Three decades after Ukraine seized its independence from the crumbling Soviet Union, Russian President Vladimir Putin is insisting that Ukrainians are "essentially Russians." In fact, about 10 percent of the Ukrainian population is Russian.
This type of rhetoric from Moscow is not new. But with Russian troops gathering at the border, Ukrainians are understandably anxious.
Kyiv may be Putin's greatest sore spot, since he considers the Ukrainian capital the "mother city" of Russian history. He has even called Ukraine "an artificial creation of Soviet leaders"—a bold statement, considering the Soviets starved 3.9 million Ukrainians to death in the 1930s during the Holodomor.
"To Ukrainians, Russia has always been and remains an occupant—not a big brother," counters Maria Chaplia, co-founder of Ukrainian Students for Freedom. Chaplia doesn't deny that Russia and Ukraine have a shared past. But that doesn't mean, she says, that the two countries must be conjoined in the future. She points to the most glaring example of disunion: the 2014 Revolution of Dignity, when Ukrainians overthrew President Viktor Yanukovych for refusing to sign a trade agreement with the European Union. (Russia had opposed the pact.) More recently, Ukrainians have torn down Lenin statues, changed the names of cities, adopted an Orthodox Church, and elevated their native language. In one sign of the times, the local edition of Elle recently announced that it would now publish in Ukrainian instead of Russian.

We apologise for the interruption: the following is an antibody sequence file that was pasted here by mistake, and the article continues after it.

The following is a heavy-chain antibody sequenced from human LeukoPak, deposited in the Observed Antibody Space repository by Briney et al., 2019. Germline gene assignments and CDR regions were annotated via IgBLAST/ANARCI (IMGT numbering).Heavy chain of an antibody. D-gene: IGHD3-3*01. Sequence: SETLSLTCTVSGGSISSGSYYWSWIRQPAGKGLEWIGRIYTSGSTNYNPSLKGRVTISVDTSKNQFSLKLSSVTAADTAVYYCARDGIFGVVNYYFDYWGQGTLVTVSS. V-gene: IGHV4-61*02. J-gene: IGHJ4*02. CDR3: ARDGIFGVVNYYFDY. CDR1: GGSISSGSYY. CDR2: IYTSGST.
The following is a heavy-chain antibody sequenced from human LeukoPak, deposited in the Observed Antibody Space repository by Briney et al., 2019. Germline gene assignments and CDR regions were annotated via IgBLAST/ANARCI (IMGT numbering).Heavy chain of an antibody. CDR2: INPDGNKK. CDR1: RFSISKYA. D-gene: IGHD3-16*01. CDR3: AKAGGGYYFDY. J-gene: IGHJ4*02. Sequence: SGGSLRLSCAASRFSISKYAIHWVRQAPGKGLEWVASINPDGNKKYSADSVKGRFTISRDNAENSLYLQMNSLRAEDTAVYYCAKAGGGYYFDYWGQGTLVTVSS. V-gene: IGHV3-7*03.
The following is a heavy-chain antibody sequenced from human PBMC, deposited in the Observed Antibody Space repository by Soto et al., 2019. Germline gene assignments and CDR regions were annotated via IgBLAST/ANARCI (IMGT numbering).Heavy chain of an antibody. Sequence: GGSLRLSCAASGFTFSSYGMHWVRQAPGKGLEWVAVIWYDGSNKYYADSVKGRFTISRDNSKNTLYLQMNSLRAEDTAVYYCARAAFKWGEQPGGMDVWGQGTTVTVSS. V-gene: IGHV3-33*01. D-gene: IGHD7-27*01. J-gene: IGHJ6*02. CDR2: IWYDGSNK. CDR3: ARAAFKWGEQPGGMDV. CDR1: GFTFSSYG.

But Putin isn't the only reason Ukrainians have been feeling nervous lately. He's the chief provocateur, but the U.S. and the rest of NATO have unnecessarily escalated the conflict too.
Secretary of State Antony Blinken says that Russia could attack "at short notice." President Biden believes such an invasion "would change the world." Vice President Kamala Harris says Russian aggression "will be met with serious, severe, and a unified response and consequences." Rhetoric like that prompted Ukrainian President Zelenskyy—the man they're supposedly helping—to urge the U.S. to tone down the war talk. Gen. Mark A. Milley, chairman of the Joint Chiefs of Staff, reacted with more war talk: "I think you'd have to go back quite a while to the Cold War days to see something of this magnitude."
The doomsday talk isn't helpful. Zelenskyy is clearly grateful for the support his country has been receiving, but he is also warning the West against "inciting panic." As Ukraine's president, he stressed, "I'm located here. I know…deeper details." The U.S. should not undermine Ukraine's ability to chart its course by prematurely sounding the alarms. Panic is highly contagious, and Ukrainians don't need another pandemic on their hands.